I heard that an Austrian airliner dumped some of its fuel over Lake Ontario
I heard that an Austrian airliner dumped some of its fuel over Lake Ontario when a malfunction forced it to return to Pearson. How often does this happen, and should I stick to bottled water?—Mark Mietkiewicz, Thornhill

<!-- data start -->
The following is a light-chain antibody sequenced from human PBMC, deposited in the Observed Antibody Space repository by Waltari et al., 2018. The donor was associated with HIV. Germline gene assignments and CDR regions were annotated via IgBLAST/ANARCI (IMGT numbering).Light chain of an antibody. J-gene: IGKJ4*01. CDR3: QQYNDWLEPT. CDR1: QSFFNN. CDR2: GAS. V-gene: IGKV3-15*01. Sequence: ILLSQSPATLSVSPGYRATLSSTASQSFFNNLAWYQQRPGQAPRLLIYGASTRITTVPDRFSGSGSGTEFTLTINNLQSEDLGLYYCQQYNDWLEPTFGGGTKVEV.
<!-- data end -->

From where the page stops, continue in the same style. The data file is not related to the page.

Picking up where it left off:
When an airliner gets into trouble—mechanical problems, passenger illness—near Pearson, air traffic controllers route it toward less busy airspace, so its crew can get a handle on the issue without bumping into other planes. This can mean pointing the aircraft toward farmland north of town or, as with the Austrian airliner last December, flying it over the lake before coming back for a landing. But landing puts a lot of pressure on a plane, so ideally a fully fuelled jetliner sheds some tonnage before touching down. A Boeing 747 that takes off at its maximum weight with a full tank of fuel should drop 102,500 kilos before hitting the tarmac. Usually, that fuel gets burned en route. When a plane with enough gas to get to Vienna does a U-turn over Pickering, something has to go. On the upside, fuel dumping doesn’t happen very often. In 2005, there were only 18 instances across Ontario out of 200,000 takeoffs at Pearson. And the fuel doesn’t splash into the lake; it vaporizes on the way down, joining every other pollutant we pump into the air. So no need to buy bottled water, but gas masks, as always, are at your discretion.